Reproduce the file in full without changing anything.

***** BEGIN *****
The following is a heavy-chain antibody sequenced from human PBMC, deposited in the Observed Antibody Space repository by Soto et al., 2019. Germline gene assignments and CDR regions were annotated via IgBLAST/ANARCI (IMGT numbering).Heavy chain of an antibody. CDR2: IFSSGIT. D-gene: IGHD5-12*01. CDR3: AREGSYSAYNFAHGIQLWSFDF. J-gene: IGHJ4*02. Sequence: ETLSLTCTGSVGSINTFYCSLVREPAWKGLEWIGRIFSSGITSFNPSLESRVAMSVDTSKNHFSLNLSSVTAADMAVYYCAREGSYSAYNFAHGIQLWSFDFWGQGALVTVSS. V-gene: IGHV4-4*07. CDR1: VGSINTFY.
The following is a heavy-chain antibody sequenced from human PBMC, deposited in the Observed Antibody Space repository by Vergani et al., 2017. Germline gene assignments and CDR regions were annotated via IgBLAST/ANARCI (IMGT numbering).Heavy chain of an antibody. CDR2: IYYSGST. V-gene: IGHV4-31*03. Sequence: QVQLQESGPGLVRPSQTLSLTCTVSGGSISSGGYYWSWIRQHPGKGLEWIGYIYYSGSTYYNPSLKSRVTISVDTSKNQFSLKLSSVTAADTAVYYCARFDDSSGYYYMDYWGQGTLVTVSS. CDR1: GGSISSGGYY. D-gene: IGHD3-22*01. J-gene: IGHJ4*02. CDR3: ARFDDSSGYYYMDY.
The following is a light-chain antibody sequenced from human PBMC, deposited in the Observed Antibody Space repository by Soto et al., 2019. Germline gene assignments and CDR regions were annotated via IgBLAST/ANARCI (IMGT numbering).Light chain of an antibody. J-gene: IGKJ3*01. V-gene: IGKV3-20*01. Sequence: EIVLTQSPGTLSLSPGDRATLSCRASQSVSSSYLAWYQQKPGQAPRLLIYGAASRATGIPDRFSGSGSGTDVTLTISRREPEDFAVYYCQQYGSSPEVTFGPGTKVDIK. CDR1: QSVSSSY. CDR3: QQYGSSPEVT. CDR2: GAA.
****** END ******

The following is a heavy-chain antibody sequenced from human PBMC, deposited in the Observed Antibody Space repository by Soto et al., 2019. Germline gene assignments and CDR regions were annotated via IgBLAST/ANARCI (IMGT numbering).Heavy chain of an antibody. CDR2: IFSSGIT. D-gene: IGHD5-12*01. CDR3: AREGSYSAYNFAHGIQLWSFDF. J-gene: IGHJ4*02. Sequence: ETLSLTCTGSVGSINTFYCSLVREPAWKGLEWIGRIFSSGITSFNPSLESRVAMSVDTSKNHFSLNLSSVTAADMAVYYCAREGSYSAYNFAHGIQLWSFDFWGQGALVTVSS. V-gene: IGHV4-4*07. CDR1: VGSINTFY.
The following is a heavy-chain antibody sequenced from human PBMC, deposited in the Observed Antibody Space repository by Vergani et al., 2017. Germline gene assignments and CDR regions were annotated via IgBLAST/ANARCI (IMGT numbering).Heavy chain of an antibody. CDR2: IYYSGST. V-gene: IGHV4-31*03. Sequence: QVQLQESGPGLVRPSQTLSLTCTVSGGSISSGGYYWSWIRQHPGKGLEWIGYIYYSGSTYYNPSLKSRVTISVDTSKNQFSLKLSSVTAADTAVYYCARFDDSSGYYYMDYWGQGTLVTVSS. CDR1: GGSISSGGYY. D-gene: IGHD3-22*01. J-gene: IGHJ4*02. CDR3: ARFDDSSGYYYMDY.
The following is a light-chain antibody sequenced from human PBMC, deposited in the Observed Antibody Space repository by Soto et al., 2019. Germline gene assignments and CDR regions were annotated via IgBLAST/ANARCI (IMGT numbering).Light chain of an antibody. J-gene: IGKJ3*01. V-gene: IGKV3-20*01. Sequence: EIVLTQSPGTLSLSPGDRATLSCRASQSVSSSYLAWYQQKPGQAPRLLIYGAASRATGIPDRFSGSGSGTDVTLTISRREPEDFAVYYCQQYGSSPEVTFGPGTKVDIK. CDR1: QSVSSSY. CDR3: QQYGSSPEVT. CDR2: GAA.